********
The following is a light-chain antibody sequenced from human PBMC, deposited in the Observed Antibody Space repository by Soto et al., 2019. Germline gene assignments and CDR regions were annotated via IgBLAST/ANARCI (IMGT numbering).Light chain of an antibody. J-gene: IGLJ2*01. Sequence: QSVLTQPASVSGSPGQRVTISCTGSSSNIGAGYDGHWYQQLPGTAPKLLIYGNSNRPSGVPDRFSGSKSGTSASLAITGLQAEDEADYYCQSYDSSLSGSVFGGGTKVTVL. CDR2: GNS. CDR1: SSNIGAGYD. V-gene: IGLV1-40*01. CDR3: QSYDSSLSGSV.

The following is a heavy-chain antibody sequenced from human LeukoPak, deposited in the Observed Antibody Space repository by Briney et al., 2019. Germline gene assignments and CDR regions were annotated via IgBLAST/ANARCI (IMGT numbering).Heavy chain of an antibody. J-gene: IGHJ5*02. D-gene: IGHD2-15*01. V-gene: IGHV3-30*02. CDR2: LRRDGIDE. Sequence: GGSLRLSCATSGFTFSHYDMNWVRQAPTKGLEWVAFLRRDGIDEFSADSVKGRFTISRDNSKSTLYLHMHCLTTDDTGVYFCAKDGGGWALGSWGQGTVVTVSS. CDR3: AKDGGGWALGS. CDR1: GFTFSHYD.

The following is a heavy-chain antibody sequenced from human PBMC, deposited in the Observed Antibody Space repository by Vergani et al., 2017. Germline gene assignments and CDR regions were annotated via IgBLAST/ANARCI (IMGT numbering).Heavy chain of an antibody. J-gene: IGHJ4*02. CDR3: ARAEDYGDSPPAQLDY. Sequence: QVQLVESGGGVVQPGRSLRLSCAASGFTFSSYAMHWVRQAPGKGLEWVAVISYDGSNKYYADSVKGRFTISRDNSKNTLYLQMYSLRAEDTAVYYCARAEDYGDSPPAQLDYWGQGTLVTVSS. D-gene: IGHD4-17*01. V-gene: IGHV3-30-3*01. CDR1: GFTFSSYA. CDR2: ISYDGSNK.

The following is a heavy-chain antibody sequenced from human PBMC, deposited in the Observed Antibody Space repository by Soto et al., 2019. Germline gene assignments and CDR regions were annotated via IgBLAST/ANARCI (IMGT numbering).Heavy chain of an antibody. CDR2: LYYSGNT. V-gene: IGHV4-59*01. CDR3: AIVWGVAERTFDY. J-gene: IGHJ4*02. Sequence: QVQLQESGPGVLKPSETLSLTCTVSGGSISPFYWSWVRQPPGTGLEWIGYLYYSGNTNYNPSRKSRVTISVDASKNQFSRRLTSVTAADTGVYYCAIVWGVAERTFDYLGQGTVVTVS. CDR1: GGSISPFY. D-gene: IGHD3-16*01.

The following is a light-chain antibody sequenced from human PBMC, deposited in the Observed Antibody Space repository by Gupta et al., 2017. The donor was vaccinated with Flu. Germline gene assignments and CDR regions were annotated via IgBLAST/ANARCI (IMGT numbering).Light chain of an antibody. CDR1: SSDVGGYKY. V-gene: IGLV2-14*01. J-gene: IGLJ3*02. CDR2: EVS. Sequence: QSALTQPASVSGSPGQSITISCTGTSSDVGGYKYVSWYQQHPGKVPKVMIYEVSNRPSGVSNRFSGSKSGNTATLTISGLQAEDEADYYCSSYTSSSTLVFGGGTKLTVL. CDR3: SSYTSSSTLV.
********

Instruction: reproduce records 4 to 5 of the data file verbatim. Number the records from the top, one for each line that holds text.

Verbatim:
The following is a heavy-chain antibody sequenced from human PBMC, deposited in the Observed Antibody Space repository by Soto et al., 2019. Germline gene assignments and CDR regions were annotated via IgBLAST/ANARCI (IMGT numbering).Heavy chain of an antibody. CDR2: LYYSGNT. V-gene: IGHV4-59*01. CDR3: AIVWGVAERTFDY. J-gene: IGHJ4*02. Sequence: QVQLQESGPGVLKPSETLSLTCTVSGGSISPFYWSWVRQPPGTGLEWIGYLYYSGNTNYNPSRKSRVTISVDASKNQFSRRLTSVTAADTGVYYCAIVWGVAERTFDYLGQGTVVTVS. CDR1: GGSISPFY. D-gene: IGHD3-16*01.

The following is a light-chain antibody sequenced from human PBMC, deposited in the Observed Antibody Space repository by Gupta et al., 2017. The donor was vaccinated with Flu. Germline gene assignments and CDR regions were annotated via IgBLAST/ANARCI (IMGT numbering).Light chain of an antibody. CDR1: SSDVGGYKY. V-gene: IGLV2-14*01. J-gene: IGLJ3*02. CDR2: EVS. Sequence: QSALTQPASVSGSPGQSITISCTGTSSDVGGYKYVSWYQQHPGKVPKVMIYEVSNRPSGVSNRFSGSKSGNTATLTISGLQAEDEADYYCSSYTSSSTLVFGGGTKLTVL. CDR3: SSYTSSSTLV.